The scene between Emilia and Iago is removed

The challenge of adapting
a Shakespearean play to contemporary times is no small feat as narrative tweaks
and changes are needed to be made to ensure a compelling film for a modern
audience. Several adaptations of Shakespeare’s blood-ridden Othello have been
made, with big screen movies such as a 1951 drama film directed and produced by
Orson Welles, who also adapted and played the title role in the Shakespearean
play. In his 1995
film, Othello, British film director Oliver Parker took a
creative approach in adapting the play to fit modern times with a straight-ahead
style shot in many Italian locations.

The film is a fine adaptation of Shakespeare’s play, however,
some scenes were removed, but without any substantive loss to the story. A
minor scene between Emilia and Iago is removed in which Iago tells Emilia to
bring the moor’s handkerchief to him. Additional silent scenes are included
such as the passionate scenes between Othello and Desdemona, which are displayed
rather hotter than usual, directed with a purposeful soft edge to the film. Explicit
dreams in which Othello imagines Desdemona’s supposed affair with Cassio are also enough to garner an R rating to this dramatic and
romance-ridden genre. Nevertheless, Parker has also included some fine examples
of visual imagery and cinematographer David Johnson amplifies these scenes. For
example, Iago uses chess pieces to demonstrate his game plan; in anticipation
of his efforts to separate Othello from Desdemona with false evidence, he places
a white knight between the black king and the white queen, while later, when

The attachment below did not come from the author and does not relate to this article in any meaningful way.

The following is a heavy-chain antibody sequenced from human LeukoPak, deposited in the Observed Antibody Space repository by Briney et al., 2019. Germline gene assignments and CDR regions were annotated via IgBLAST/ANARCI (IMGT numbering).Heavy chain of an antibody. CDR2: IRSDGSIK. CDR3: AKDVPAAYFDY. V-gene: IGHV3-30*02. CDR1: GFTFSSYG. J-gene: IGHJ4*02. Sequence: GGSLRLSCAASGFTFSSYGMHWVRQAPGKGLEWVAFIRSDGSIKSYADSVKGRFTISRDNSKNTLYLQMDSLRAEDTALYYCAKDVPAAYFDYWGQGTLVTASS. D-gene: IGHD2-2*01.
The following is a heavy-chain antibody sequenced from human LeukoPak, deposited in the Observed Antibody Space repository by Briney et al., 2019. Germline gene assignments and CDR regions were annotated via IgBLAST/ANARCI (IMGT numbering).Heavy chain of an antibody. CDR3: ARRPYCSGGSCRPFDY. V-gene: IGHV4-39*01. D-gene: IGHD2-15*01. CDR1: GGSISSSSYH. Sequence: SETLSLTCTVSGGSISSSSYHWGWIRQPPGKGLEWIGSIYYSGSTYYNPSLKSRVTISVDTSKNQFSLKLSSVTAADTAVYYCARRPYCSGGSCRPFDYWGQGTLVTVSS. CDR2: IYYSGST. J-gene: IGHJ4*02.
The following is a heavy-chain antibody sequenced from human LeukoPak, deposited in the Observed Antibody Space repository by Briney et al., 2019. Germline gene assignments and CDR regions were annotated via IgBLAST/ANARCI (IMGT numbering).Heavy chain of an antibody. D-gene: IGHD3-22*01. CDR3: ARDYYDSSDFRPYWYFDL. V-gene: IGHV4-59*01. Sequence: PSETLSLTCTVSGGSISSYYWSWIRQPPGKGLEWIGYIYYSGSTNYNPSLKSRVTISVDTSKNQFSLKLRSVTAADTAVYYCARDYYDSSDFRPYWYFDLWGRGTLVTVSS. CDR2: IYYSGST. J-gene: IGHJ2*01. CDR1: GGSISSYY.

the time has come to see his designs through to the end, he casts the last two
pieces into a pond.  This ominous image for the audience foreshadows the
final shots of the film, in which two bodies, those of Othello and Desdemona,
were given a burial at sea.  

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In terms of performance, this is a rich film indeed. All
the parts were enacted well with clear intentions and wrenching emotions. The
success of the film, however, lies chiefly in the hands of the leading
characters: Laurence Fishburne as Othello, and Kenneth Branagh as Iago. Oliver
Parker focuses intently on the fateful actions of the two principles.
Shaven-headed and bearded, covered with tattoos and jewelry, Fishburne delivers
a fierce and hard-set stance with meaningful emotions that contribute to the
realness of the movie. An important example of his work is in Act III, scene
iii; as Iago spurs up doubt and jealousy in Othello’s mind, Fishburne’s
expressions and tone of voice carry the audience through that complex mind,
showing how confidence and trust gave way to worry and apprehension. Branagh,
as played by Shakespeare’s most villainous character Iago, whose working on
instinct in the moment rather than calculated scheming, garnered many positive
reviews as Branagh was nominated for a Screen Actors Guild
Award for
his performance, in the Outstanding Performance by a Male Actor in a Supporting
Role category. His performance is confidently sensational with soliloquies and
asides that are vital in engaging the audience. He
is a master puppeteer, with devilish plans that dominate the first three acts,
then he simply sits back and watches as his plans come to fruition. Irene
Jacob, who gave a moving performance as Desdemona seems unable to separate her
French accent with the Elizabethan dialogue but overall plays her character well, with a
compelling performance.

Generally, Oliver Parker’s adaptation of
Shakespeare seems to have garnered a favorable reaction from critics, especially
for Branagh’s Iago, while the public response was lukewarm. The reception of
this film lend out grossing about only $2.8 million in the Unites States on
its $11 million budget. However, acting from the lead characters: Fishburne and
Branagh were passionately received by audiences and do not detract from the
originality of the movie. The film’s visual components like set and costume
design, contributed to Desmond Crowe, Livia Borgognoni and Caroline Harris, as
well as production design by Tim Harvey created an eye-pleasing result despite
awkward management of scenes and a somewhat muted soundtrack throughout the
movie. Overall, the extra visual aspects of the film enhance certain story elements,
and Parker has done an adequate job in crafting a modern